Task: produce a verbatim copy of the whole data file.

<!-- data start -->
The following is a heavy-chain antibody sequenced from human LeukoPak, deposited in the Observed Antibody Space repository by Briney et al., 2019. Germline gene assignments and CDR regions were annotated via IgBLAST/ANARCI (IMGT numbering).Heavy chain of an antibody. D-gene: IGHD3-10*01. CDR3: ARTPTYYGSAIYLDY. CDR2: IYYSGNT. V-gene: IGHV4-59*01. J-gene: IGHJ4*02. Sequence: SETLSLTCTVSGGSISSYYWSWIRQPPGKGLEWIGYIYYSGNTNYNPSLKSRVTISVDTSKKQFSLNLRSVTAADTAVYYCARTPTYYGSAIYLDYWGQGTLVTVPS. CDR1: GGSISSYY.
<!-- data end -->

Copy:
The following is a heavy-chain antibody sequenced from human LeukoPak, deposited in the Observed Antibody Space repository by Briney et al., 2019. Germline gene assignments and CDR regions were annotated via IgBLAST/ANARCI (IMGT numbering).Heavy chain of an antibody. D-gene: IGHD3-10*01. CDR3: ARTPTYYGSAIYLDY. CDR2: IYYSGNT. V-gene: IGHV4-59*01. J-gene: IGHJ4*02. Sequence: SETLSLTCTVSGGSISSYYWSWIRQPPGKGLEWIGYIYYSGNTNYNPSLKSRVTISVDTSKKQFSLNLRSVTAADTAVYYCARTPTYYGSAIYLDYWGQGTLVTVPS. CDR1: GGSISSYY.